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Estimating the Future Impact of Google Voice

Updated on August 1, 2013

Is Google Voice Languishing?

For quite a while people felt that it was only a matter of time before Google decided to shutter its Google Voice service. No doubt it was incredibly useful to many people including myself, but it was obvious that Google wasn't paying it much attention. There hadn't been updates for a very long time and unlike the rest of their services, it hadn't received a visual overhaul other than the basic framework such as the menus etc. After the closure of the hugely popular Google Reader, there were many who sounded the death knell for Voice as well.

But it's slowly becoming clear that Google has plans for the service after all. At its recent I/O conference it debuted what it called "Hangouts". It was a revamped messaging and voice solution that brought together all of Google's efforts in this area. The launch of Google+ showed them that there was an important segment of the market that enjoyed videoconferencing and free communications. Many people including myself were disappointed with Hangouts since it was missing many basic features. It still does. However, it's pretty obvious that a deep integration with Google voice is on the cards. This could be a huge deal especially in the mobile space.

But why? What is so special about Google Voice?

Google Voice - Shaking Things Up?
Google Voice - Shaking Things Up?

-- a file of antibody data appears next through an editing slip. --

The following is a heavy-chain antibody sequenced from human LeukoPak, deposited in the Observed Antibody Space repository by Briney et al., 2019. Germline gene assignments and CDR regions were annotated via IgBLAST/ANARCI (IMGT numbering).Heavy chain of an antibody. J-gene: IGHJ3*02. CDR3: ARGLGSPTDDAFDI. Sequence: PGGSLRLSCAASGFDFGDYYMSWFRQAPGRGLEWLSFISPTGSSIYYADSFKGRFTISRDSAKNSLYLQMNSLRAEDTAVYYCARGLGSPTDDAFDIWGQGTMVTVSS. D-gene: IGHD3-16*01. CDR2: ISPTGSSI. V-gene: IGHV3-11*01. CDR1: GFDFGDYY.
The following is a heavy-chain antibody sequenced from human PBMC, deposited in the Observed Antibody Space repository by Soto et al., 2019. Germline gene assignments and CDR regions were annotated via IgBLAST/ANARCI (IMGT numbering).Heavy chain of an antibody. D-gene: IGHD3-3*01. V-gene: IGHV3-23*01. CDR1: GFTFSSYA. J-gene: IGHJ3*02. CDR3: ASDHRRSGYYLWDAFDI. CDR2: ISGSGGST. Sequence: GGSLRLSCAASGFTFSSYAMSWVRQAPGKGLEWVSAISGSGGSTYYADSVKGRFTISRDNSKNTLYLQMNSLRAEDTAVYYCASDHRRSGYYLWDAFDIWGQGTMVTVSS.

Shaking up the Industry

More than any other product on the market today, Google Voice has the potential to revolutionize telecommunications in the mobile space as we know it. So far its appeal has been limited because it only works flawlessly with Gmail where you can place and receive calls to the US and Canada for free. You even receive your choice of telephone numbers when you sign up! On the face of it it easy to see why it would present such a big threat. Free Internet calling using telephone numbers on powerful 4G networks or over Wi-Fi – where's the downside? Why would anyone choose to use a regular telephone plan other than the fact that they're probably locked into a two-year contract?

So the obvious question is – why hasn't it happened till now? I can only surmise that Google didn't want to upset the mobile carriers by bringing out a solution that is so blatantly contradictory to their interests. Like it or not, Android probably depends upon the blessings of the telecom carriers more than it should – that's just the way the smartphone market in the US works. But it looks as if they're finally ready to roll it out soon.

Professional organizations however will require a more sturdy solution. Comparing business VoIP products to Google Voice is easy and highlights the importance of choosing a hosted PBX type solution. Google Voice should be more than enough for a regular customer. A corporation however is another matter.


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